Friday, 19 April 2013

user segment

             The user segment is composed of hundreds of thousands of U.S. and allied military users of the secure GPS Precise Positioning Service, and tens of millions of civil, commercial and scientific users of the Standard Positioning Service. In general, GPS receivers are composed of an antenna, tuned to the frequencies transmitted by the satellites, receiver-processors, and a highly stable clock (often a crystal oscillator). They may also include a display for providing location and speed information to the user. A receiver is often described by its number of channels: this signifies how many satellites it can monitor simultaneously. Originally limited to four or five, this has progressively increased over the years so that, as of 2007, receivers typically have between 12 and 20 channels.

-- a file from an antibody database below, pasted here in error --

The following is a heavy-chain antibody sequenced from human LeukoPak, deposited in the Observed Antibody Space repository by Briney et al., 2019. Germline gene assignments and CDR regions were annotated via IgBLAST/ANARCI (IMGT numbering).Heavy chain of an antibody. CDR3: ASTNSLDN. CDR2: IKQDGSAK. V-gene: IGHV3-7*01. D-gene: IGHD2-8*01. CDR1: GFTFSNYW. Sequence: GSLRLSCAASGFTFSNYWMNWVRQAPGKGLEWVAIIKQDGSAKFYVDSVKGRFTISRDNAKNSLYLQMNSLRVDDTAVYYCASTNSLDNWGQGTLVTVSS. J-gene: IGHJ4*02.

GPS receivers may include an input for differential corrections, using the RTCM SC-104 format. This is typically in the form of an RS-232 port at 4,800 bit/s speed. Data is actually sent at a much lower rate, which limits the accuracy of the signal sent using RTCM. Receivers with internal DGPS receivers can outperform those using external RTCM data. As of 2006, even low-cost units commonly include Wide Area Augmentation System (WAAS) receivers.
    Many GPS receivers can relay position data to a PC or other device using the NMEA 0183 protocol. Although this protocol is officially defined by the National Marine Electronics Association (NMEA) references to this protocol have been compiled from public records, allowing open source tools like gpsd to read the protocol without violating intellectual property laws.[clarification needed] Other proprietary protocols exist as well, such as the SiRF and MTK protocols. Receivers can interface with other devices using methods including a serial connection, USB, or Bluetooth.

control segment

      * The control segment is composed of
  1. a master control station (MCS),